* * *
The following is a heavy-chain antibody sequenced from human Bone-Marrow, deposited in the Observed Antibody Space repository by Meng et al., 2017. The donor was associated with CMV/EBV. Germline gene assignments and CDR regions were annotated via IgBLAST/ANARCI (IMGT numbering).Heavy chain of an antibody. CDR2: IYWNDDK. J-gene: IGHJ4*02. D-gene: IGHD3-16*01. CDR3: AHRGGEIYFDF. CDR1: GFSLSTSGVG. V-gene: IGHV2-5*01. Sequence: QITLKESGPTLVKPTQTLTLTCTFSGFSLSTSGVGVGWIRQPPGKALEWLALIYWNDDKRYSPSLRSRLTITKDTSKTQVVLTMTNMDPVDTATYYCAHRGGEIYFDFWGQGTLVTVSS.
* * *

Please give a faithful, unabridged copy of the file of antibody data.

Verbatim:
The following is a heavy-chain antibody sequenced from human Bone-Marrow, deposited in the Observed Antibody Space repository by Meng et al., 2017. The donor was associated with CMV/EBV. Germline gene assignments and CDR regions were annotated via IgBLAST/ANARCI (IMGT numbering).Heavy chain of an antibody. CDR2: IYWNDDK. J-gene: IGHJ4*02. D-gene: IGHD3-16*01. CDR3: AHRGGEIYFDF. CDR1: GFSLSTSGVG. V-gene: IGHV2-5*01. Sequence: QITLKESGPTLVKPTQTLTLTCTFSGFSLSTSGVGVGWIRQPPGKALEWLALIYWNDDKRYSPSLRSRLTITKDTSKTQVVLTMTNMDPVDTATYYCAHRGGEIYFDFWGQGTLVTVSS.